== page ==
Tuesday, October 19, 2010

(Seattle) "Council complains McGinn 'distmantling' Neighborhoods Dept."

Chris Grygiel (seattlepi.com):
"The neighborhoods are where Seattle is," City Councilmember Jean Godden said during a budget hearing. "It was at a neighborhood council where I met the current mayor, the Greenwood one....it seems like there must be a better way of organizing this cut - indeed if it's going to be as high as 20 percent. There must be some way to shape it."

City Council President Richard Conlin said "it feels almost like there's a dismantling of the department of neighborhoods."
The Council is completing its review of McGinn's budget. It will pass a final spending plan next month. City officials are nervously eyeing the Nov. 2 election to see the results of several initiatives that could affect the budget. Measures that would privatize liquor sales and eliminate recently-passed soda taxes could increase next year's deficit by millions. MORE...
Howie P.S.: The West Seattle Blog covers what the cuts would mean to one Seattle neighborhood:
One day after facing the City Council Budget Committee to explain the cuts proposed for her section of city government, Department of Neighborhoods director Stella Chao faced what arguably could be considered a tougher, and even more personally involved, group: The West Seattle neighborhood-group/organization reps who comprise the Southwest District Council.

“We took a big hit,” Chao acknowledged – including a 22 percent cut in the Neighborhood Matching Fund program, which has helped pay for community-generated projects such as parks and traffic projects.

But the part of that “big hit” which concerned the SWDC members even more was the proposed closure of the Neighborhood Service Center in The Junction and the elimination of the Neighborhood District Coordinator job headquartered there – a job held by Stan Lock, who sat just two seats away, and has declined comment on the proposed job cut since it was announced.

As Chao listened to member after member declare that even if the center itself had to be lost, Lock’s role is too vital to cut, for the health of the neighborhood and the issues it’s dealing with, she reiterated: While it’s important for her to hear, the people who most need to have the case made to them, are the City Council members who will be here in West Seattle for a public hearing next week. MORE...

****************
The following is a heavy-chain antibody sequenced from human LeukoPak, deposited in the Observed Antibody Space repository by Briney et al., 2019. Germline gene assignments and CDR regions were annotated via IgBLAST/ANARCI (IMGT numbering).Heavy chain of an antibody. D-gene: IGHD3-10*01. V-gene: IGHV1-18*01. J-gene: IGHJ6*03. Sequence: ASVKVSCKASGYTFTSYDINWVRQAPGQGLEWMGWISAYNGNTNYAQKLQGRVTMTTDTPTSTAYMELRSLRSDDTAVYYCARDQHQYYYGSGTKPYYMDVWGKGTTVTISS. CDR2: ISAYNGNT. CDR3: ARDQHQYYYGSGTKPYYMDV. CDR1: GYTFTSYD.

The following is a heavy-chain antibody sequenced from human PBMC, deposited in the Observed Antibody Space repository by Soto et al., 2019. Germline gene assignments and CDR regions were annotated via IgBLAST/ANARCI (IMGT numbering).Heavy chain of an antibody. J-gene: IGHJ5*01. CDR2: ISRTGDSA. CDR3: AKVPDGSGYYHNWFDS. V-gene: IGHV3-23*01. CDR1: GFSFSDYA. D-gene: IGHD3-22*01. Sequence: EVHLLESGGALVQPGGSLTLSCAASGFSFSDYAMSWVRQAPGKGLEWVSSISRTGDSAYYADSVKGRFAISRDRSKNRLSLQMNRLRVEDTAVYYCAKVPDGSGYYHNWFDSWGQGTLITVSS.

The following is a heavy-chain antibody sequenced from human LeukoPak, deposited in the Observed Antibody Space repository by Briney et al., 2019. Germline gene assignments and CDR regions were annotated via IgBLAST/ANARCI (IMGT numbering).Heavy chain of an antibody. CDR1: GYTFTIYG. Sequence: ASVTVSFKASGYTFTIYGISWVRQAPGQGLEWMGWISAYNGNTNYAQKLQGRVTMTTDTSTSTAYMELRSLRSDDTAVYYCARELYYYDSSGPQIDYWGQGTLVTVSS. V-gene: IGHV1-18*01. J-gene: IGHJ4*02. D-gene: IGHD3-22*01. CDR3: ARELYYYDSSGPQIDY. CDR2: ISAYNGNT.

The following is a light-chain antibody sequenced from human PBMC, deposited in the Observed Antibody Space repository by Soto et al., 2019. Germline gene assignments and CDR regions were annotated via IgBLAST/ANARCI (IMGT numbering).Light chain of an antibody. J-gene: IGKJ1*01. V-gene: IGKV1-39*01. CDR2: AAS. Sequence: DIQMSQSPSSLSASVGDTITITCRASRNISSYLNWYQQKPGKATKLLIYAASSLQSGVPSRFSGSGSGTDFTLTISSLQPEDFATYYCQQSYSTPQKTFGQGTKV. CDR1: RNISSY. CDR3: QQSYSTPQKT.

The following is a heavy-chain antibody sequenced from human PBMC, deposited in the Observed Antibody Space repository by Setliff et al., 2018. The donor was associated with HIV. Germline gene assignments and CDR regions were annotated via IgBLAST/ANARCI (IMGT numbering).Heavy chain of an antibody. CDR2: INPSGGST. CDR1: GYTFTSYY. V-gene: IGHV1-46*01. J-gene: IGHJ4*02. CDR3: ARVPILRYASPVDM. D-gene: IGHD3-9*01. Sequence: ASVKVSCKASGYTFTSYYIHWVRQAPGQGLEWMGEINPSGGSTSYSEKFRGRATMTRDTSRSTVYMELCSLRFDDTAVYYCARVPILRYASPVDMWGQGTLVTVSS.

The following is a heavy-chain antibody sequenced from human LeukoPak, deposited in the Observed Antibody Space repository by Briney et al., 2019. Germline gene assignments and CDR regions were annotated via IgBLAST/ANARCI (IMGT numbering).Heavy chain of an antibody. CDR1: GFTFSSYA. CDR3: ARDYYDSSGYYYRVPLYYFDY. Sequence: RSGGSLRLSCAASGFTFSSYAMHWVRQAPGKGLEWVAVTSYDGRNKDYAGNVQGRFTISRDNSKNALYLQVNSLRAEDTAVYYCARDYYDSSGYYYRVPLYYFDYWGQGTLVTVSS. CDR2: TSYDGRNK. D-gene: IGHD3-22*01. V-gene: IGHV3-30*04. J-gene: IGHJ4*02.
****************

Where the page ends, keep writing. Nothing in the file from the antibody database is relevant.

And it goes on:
1 comment:

Blair said...

Greetings, Howie! In the aftermath of the poor Sammy's Thanksgiving Day electrocution in Seattle, please disseminate this vital public service to preclude more tragedies. Many thanks and happy safe new year!

Just so you know, I confer with Con Edison's Stray Voltage and Public Affairs Units and contribute to Wet Nose Guide and New York Dog Chat.


Blair Sorrel, Founder

Contact voltage is a chronic hidden hazard that can readily victimize an unsuspecting dog, walker, or both. No dog lover could possibly observe a more horrifying scene than witnessing his beloved pet instantaneously maimed or tragically electrocuted. When you exercise your pooch, please exercise greater prudence. Common outdoor electrical and metal fixtures may shock or even kill your vulnerable dog. And depending upon the current, the walker will be bitten and like poor Aric Roman, suffer permanently. But you can, indeed, self-protect.

Just start to adopt this simple strategy — EYEBALL THE BLOCK, AND AVOID A SHOCK. Take a few seconds and make your trajectory toward generally safer, free standing, non-conductive surfaces, ie., plastic, wood, cardboard. Intuit your dog’s cues and if it’s resistant, change directions. Work site perimeters may be live so try to elude them. If necessary, switch sides of the street or your hands when leading to skirt hazards. If you traverse the same route, you may memorize locations of potential dangers. Carry your pooch when in doubt. Consider indoor restroom products like PottyPark when external conditions are chancy or RopeNGo’s hardware-free leash and harness. And don’t rely on dog booties as a palliative as they will actually put your pet at even greater risk since the dog can’t tell you they’re leaking! To learn to more, please see StreetZaps. A safer walk is yours year round if you are willing to open to your eyes and mind to it.